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Changes to healthcare spending and fee structures

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The 2014-15 Federal Budget included provision for a $20 billion medical research future fund.  The fund will be kicked off with a $4 billion injection, and will build capital until it reaches $20 billion in 2020, at which time it is expected to distribute $1 billion a year to medical research.

The government will also spend $200 million over five years on dementia research, $95.9 million to expand the National Bowel Screening Programme, and $18 million over four years on the Orygen Youth Health Research Centre to establish and operate a National Centre for Excellence in Youth Mental Health.

Healthcare spending presently sits at just over 4% of GDP. Estimates suggest that it will increase to 7% if no changes are made to the current system. To help control the costs to government, it is also proposed that from July 2015, patients will be charged a $7 co-contribution payment for GP consultations and out-of-hospital pathology and x-ray services.

GPs can choose to waive the co-payment, and they will be paid an incentive payment if they do not charge concession card holders or children under 16 more than the $7 co-payment. Concession card holders and children will also only be liable to pay the fee for the first ten services they use.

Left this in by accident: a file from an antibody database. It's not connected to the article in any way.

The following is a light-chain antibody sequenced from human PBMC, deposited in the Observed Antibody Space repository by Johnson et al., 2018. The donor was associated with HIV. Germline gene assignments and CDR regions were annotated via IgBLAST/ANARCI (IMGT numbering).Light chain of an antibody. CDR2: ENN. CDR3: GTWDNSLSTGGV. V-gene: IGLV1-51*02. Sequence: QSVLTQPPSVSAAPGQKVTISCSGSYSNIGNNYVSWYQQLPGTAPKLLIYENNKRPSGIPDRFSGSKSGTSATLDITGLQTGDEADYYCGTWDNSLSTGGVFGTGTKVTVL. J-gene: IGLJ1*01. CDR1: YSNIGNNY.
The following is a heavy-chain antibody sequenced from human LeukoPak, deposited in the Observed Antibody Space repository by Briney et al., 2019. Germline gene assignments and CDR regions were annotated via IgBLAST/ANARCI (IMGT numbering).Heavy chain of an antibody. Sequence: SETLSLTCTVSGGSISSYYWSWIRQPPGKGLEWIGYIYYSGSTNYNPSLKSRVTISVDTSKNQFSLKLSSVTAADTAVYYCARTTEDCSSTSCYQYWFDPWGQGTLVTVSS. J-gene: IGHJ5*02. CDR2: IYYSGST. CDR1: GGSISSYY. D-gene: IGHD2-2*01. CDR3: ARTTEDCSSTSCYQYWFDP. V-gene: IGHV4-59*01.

State and territory governments will also be permitted to charge co-payments for GP-like visits to hospital emergency departments.

In other changes to the health system, Australians will pay an extra $5 towards the cost of each Pharmaceutical Benefits Scheme (PBS) prescription from 1 July 2015. Concession card holders will pay an extra 80 cents.

From 2016, a new Medicare Safety Net will be introduced with lower thresholds for most people. Indexing on all Medicare rebates, excluding GP services, will remain frozen until July 2016. The Medicare Levy Surcharge and Private Health Insurance Rebate income thresholds will not be indexed.

Medicare rebates for specialist and all health services except GP care will be frozen, and funding for public dental services will be slashed by $390 million.

Primary Health Networks will replace the Medicare Locals established by the former Labor government. The networks are expected to align more closely with state and territory health network arrangements

The government has also made changes to public hospital funding, indexing funding to a combination of growth in the consumer price index and population, from 2017-18.

There are plans to abolish Health Workforce Australia and consolidate its functions into the Department of Health; while the National Preventative Health Agency will be scrapped.

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